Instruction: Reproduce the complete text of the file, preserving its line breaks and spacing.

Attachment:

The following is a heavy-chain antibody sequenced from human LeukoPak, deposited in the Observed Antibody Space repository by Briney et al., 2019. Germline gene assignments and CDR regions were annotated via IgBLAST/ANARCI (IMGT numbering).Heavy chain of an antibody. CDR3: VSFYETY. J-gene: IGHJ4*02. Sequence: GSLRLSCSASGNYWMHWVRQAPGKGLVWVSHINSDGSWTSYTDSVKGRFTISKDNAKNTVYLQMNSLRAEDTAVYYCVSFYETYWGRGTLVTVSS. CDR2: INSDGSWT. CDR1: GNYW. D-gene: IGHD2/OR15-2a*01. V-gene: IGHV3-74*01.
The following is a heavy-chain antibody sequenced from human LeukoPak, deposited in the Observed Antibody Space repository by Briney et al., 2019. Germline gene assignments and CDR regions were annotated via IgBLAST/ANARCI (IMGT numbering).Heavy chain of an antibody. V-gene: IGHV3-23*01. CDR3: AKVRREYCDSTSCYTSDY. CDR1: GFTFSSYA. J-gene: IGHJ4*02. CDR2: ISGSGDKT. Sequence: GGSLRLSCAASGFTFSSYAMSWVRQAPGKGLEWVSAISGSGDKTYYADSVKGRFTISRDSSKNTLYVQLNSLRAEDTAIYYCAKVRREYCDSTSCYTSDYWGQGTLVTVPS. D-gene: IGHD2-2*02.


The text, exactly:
The following is a heavy-chain antibody sequenced from human LeukoPak, deposited in the Observed Antibody Space repository by Briney et al., 2019. Germline gene assignments and CDR regions were annotated via IgBLAST/ANARCI (IMGT numbering).Heavy chain of an antibody. CDR3: VSFYETY. J-gene: IGHJ4*02. Sequence: GSLRLSCSASGNYWMHWVRQAPGKGLVWVSHINSDGSWTSYTDSVKGRFTISKDNAKNTVYLQMNSLRAEDTAVYYCVSFYETYWGRGTLVTVSS. CDR2: INSDGSWT. CDR1: GNYW. D-gene: IGHD2/OR15-2a*01. V-gene: IGHV3-74*01.
The following is a heavy-chain antibody sequenced from human LeukoPak, deposited in the Observed Antibody Space repository by Briney et al., 2019. Germline gene assignments and CDR regions were annotated via IgBLAST/ANARCI (IMGT numbering).Heavy chain of an antibody. V-gene: IGHV3-23*01. CDR3: AKVRREYCDSTSCYTSDY. CDR1: GFTFSSYA. J-gene: IGHJ4*02. CDR2: ISGSGDKT. Sequence: GGSLRLSCAASGFTFSSYAMSWVRQAPGKGLEWVSAISGSGDKTYYADSVKGRFTISRDSSKNTLYVQLNSLRAEDTAIYYCAKVRREYCDSTSCYTSDYWGQGTLVTVPS. D-gene: IGHD2-2*02.